In Review

Peaky Blinders: the drama that transformed the image of Birmingham

Critics mourn the end of one of the most distinctive shows in recent British TV history

After nine years, the final series of Peaky Blinders is here, said Ed Cumming in The Independent. A film spin-off is in the pipeline, but as far as the small screen is concerned, this is the finale; the end of one of the most distinctive dramas in recent British TV history.

A hit all over the world, Peaky Blinders has been such a phenomenon that it’s easy to forget what an “unpromising prospect” it seemed at first: a “stylised epic British gangster western, set in under-loved Birmingham in the years after the First World War, with abundant violence, drink, drugs, fags and sex” – all set to a modern rock soundtrack.

Although it is not filmed in Birmingham, Peaky Blinders has transformed the city’s image, and put the entire region on the global tourist map; but to me it has been most valuable as a “sartorial reproof to our disgusting era”, said Stuart Jeffries in The Guardian.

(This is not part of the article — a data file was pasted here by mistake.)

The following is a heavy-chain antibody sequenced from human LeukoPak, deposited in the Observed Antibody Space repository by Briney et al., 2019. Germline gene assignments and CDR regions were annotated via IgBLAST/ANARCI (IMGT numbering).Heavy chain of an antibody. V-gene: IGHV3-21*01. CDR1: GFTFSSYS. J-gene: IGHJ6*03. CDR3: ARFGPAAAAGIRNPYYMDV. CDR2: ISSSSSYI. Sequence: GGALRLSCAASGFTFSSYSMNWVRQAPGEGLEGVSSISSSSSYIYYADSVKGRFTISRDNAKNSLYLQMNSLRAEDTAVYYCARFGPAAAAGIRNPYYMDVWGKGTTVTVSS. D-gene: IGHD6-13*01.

What a joy it’s been to see “Beau Brummies strut their heteronormative, masculinist stuff” season after season. The show’s creator and writer Steven Knight has given Brum swagger. I doff my cap to him.

The “very sad question” hanging over the new series, said Carol Midgley in The Times, was how it would deal with the death of Helen McCrory, who was so brilliant as the fearsome Polly Gray. The answer was “with class, something McCrory had in bucketloads”.

In the opening scenes, Polly’s body was delivered to crime boss Tommy Shelby (Cillian Murphy), who had been punished for caring so deeply about her. The drama then skipped forwards to 1933. It was elegantly done; but McCrory’s absence still left a terrible hole.

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